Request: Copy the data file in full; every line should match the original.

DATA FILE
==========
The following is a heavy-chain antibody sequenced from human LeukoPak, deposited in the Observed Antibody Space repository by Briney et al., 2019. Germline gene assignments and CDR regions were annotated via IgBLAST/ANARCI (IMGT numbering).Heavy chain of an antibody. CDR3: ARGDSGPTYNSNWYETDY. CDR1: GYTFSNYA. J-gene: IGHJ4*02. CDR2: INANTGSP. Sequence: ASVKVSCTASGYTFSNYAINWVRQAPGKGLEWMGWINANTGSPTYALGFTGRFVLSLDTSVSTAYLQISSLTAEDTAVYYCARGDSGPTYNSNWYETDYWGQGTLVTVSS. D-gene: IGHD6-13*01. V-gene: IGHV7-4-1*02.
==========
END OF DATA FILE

The following is a heavy-chain antibody sequenced from human LeukoPak, deposited in the Observed Antibody Space repository by Briney et al., 2019. Germline gene assignments and CDR regions were annotated via IgBLAST/ANARCI (IMGT numbering).Heavy chain of an antibody. CDR3: ARGDSGPTYNSNWYETDY. CDR1: GYTFSNYA. J-gene: IGHJ4*02. CDR2: INANTGSP. Sequence: ASVKVSCTASGYTFSNYAINWVRQAPGKGLEWMGWINANTGSPTYALGFTGRFVLSLDTSVSTAYLQISSLTAEDTAVYYCARGDSGPTYNSNWYETDYWGQGTLVTVSS. D-gene: IGHD6-13*01. V-gene: IGHV7-4-1*02.